Strong equity market performance in 2023 has many investors entering 2024 optimistic about the economy and markets. While we see risks in the broader market, we also see neglected investment opportunities at home and abroad.
A Year That Defied Expectations
▪ The aging population and widespread deleveraging made consumers and businesses less sensitive to rising interest rates.
▪ The economy was simply returning to normal after the convulsions of the pandemic (see sidebar).
▪ It takes time for rate hikes to slow the economy, and we have yet to see their full impact.
All four of these explanations may be true to some degree. We see a path for the soft-landing investors have now come to expect, but this is not our base case. We think the most aggressive monetary policy tightening in 40 years is likely to slow the economy. While this has not happened yet, consumer spending is slowing, often a signal of a broader slowdown ahead.
We see several potential negative surprises that could trip up the market in 2024. Most notably:
▪ Lackluster results from the so-called Magnificent Seven could lead to a repricing of these mega-cap stocks.
Some bulls attribute the recent strong growth in profit margins to improving labor productivity, which goes through long waves, with wars or major crises often acting as inflection points (Exhibit 1). Optimists suggest the 2020 pandemic was the much-needed catalyst to push the U.S. economy out of a long decline in productivity and income growth. It’s possible. For example, there has been a five-fold increase in working from home since the pandemic began. Recent research has found that working three days a week in the office and two at home does not reduce productivity and allows firms to save on recruitment and employee retention costs.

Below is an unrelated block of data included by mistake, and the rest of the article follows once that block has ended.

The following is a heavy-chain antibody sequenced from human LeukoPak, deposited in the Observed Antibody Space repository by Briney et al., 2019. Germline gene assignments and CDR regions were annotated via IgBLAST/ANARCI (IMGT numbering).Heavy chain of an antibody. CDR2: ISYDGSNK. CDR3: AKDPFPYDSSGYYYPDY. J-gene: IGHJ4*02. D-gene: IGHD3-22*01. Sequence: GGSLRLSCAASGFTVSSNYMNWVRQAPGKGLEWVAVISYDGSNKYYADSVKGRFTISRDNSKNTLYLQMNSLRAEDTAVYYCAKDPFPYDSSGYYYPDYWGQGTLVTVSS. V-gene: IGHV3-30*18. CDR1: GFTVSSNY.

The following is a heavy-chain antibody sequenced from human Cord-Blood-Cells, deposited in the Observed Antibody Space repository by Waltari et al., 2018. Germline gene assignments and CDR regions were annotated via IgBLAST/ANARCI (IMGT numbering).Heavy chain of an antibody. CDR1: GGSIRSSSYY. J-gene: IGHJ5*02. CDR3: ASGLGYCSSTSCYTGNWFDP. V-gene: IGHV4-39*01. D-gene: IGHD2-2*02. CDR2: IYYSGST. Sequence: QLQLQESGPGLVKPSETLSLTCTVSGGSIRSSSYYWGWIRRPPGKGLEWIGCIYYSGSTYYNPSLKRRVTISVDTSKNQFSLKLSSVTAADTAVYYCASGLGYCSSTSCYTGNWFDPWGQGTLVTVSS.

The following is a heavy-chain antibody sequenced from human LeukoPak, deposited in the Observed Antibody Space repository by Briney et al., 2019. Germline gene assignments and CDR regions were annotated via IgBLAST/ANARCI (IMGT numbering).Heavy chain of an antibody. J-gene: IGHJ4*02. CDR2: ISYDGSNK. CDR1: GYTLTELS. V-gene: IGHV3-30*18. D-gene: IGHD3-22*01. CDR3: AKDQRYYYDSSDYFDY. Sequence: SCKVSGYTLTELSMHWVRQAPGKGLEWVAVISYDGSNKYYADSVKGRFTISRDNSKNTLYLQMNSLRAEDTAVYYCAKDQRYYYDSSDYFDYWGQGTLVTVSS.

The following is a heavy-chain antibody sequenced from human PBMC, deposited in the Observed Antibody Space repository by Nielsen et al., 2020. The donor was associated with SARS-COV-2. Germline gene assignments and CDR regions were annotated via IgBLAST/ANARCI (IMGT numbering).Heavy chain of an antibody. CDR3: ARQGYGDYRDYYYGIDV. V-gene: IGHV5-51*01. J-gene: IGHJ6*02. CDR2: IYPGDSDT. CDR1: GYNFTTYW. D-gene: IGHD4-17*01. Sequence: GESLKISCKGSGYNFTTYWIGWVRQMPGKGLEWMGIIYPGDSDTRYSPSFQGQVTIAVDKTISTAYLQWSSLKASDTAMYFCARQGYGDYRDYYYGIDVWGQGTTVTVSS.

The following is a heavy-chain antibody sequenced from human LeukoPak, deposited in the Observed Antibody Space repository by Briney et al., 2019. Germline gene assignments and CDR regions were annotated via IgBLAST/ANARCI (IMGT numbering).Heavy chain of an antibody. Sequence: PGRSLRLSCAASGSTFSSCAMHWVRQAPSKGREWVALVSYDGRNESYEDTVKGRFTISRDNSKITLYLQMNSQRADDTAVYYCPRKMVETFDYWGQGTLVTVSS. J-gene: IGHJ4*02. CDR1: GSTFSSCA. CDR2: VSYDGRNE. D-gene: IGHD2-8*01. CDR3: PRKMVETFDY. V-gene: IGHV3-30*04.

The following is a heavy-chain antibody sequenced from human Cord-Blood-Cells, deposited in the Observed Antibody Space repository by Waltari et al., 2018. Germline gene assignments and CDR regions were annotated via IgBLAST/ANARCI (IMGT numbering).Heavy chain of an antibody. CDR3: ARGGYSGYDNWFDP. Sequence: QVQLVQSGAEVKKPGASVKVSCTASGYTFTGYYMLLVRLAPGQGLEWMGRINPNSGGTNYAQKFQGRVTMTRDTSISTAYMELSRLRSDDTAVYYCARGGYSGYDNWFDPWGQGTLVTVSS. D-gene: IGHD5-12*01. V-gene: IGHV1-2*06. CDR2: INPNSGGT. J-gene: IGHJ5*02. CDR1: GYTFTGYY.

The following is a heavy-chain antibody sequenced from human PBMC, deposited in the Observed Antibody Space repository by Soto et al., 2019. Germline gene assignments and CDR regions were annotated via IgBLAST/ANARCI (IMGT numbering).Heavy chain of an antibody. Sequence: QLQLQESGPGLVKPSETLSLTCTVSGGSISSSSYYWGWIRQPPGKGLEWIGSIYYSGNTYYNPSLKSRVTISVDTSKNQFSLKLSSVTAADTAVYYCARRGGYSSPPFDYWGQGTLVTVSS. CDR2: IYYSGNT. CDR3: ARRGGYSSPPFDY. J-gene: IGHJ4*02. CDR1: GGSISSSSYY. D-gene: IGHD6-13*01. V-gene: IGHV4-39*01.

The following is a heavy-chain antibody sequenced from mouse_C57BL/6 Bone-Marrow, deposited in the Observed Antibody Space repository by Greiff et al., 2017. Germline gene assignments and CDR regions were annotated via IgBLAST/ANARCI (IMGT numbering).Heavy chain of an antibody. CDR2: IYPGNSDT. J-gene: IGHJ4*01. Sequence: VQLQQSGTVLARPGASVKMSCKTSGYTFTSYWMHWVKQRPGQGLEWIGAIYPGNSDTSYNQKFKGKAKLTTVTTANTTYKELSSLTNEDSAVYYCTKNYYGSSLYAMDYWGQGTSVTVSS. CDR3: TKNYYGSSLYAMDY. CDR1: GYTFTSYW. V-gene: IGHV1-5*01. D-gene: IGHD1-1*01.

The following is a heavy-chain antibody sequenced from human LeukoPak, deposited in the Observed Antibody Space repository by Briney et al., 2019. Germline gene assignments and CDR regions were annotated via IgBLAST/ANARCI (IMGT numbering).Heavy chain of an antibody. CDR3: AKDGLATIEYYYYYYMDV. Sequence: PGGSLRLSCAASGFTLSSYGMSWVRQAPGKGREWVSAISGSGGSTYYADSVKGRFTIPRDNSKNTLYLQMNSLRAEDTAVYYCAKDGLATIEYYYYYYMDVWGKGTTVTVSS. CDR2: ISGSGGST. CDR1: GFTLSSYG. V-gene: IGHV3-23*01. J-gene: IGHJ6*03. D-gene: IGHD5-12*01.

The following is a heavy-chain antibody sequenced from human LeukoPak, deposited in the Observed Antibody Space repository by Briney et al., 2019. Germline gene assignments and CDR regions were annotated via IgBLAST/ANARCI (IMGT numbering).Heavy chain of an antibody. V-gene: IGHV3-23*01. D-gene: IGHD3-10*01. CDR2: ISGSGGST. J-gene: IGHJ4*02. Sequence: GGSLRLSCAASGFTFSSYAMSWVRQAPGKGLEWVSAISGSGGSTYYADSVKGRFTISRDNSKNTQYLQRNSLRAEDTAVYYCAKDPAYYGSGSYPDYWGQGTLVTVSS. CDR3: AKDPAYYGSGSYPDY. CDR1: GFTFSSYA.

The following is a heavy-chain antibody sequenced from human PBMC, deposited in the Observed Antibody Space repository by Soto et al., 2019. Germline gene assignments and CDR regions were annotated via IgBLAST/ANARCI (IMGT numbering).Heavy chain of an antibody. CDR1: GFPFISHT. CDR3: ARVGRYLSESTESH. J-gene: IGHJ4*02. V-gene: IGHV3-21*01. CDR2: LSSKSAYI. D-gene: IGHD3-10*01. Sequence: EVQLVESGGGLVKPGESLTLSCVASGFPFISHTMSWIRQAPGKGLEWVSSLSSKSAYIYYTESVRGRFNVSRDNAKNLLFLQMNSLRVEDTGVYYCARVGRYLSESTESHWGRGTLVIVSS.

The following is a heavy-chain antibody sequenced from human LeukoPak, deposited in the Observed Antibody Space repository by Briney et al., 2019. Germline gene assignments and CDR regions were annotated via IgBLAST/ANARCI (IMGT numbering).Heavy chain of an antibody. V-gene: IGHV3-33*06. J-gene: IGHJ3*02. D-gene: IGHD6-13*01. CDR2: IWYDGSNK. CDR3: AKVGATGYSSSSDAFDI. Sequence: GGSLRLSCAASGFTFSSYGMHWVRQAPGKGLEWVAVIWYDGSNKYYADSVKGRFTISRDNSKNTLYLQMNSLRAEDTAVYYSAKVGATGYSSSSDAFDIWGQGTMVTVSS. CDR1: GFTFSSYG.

The Magnificent Seven
There’s another reason we are skeptical of continued broad strength in profit margins and returns. Both depend on continued strength for the S&P 500’s seven largest companies by market capitalization: Apple, Microsoft, Amazon, Nvidia, Alphabet (Google), Meta (Facebook) and Tesla. Together, these stocks delivered over 60% of the Index’s return in 2023— and each of them gained more than $300 billion in market capitalization, more than the total market cap of all but 20 names in the Index.
For the past decade, superior products and business strategies have driven rapid sales and earnings growth for the Magnificent Seven. But the most recent data suggest that sales growth for these companies is now running no faster than nominal GDP growth. In addition, government pressures in Europe and the U.S. are beginning to erode their monopolistic positions and pricing power.
This is concerning. Expectations of continued rapid sales and earnings growth—and fear of betting against a juggernaut— have led almost every class of investor to have significant exposure to these companies. As a result, each appears to be somewhere between fully priced and extremely expensive. Given their outsize weight in the S&P 500, disappointing results for these widely-held and richly-valued stocks could drive a decline in the Index.
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